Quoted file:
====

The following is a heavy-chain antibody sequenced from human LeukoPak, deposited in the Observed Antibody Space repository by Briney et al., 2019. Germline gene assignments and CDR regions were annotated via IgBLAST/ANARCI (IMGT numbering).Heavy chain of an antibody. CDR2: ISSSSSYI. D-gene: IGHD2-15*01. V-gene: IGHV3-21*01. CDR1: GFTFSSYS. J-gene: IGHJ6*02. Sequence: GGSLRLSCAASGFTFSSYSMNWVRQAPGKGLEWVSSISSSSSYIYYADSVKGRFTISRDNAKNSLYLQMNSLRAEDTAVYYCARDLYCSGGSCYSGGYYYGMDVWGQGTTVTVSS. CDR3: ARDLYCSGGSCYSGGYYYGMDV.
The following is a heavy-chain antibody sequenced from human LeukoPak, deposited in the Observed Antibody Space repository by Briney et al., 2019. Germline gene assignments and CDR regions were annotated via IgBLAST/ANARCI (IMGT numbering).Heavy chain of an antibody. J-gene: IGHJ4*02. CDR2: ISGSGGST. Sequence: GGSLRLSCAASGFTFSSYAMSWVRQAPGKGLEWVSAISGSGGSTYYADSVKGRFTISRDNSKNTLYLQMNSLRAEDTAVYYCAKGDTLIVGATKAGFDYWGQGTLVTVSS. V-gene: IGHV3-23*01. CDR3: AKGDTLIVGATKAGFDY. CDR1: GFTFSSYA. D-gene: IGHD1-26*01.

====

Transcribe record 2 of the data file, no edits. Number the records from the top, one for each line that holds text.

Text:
The following is a heavy-chain antibody sequenced from human LeukoPak, deposited in the Observed Antibody Space repository by Briney et al., 2019. Germline gene assignments and CDR regions were annotated via IgBLAST/ANARCI (IMGT numbering).Heavy chain of an antibody. J-gene: IGHJ4*02. CDR2: ISGSGGST. Sequence: GGSLRLSCAASGFTFSSYAMSWVRQAPGKGLEWVSAISGSGGSTYYADSVKGRFTISRDNSKNTLYLQMNSLRAEDTAVYYCAKGDTLIVGATKAGFDYWGQGTLVTVSS. V-gene: IGHV3-23*01. CDR3: AKGDTLIVGATKAGFDY. CDR1: GFTFSSYA. D-gene: IGHD1-26*01.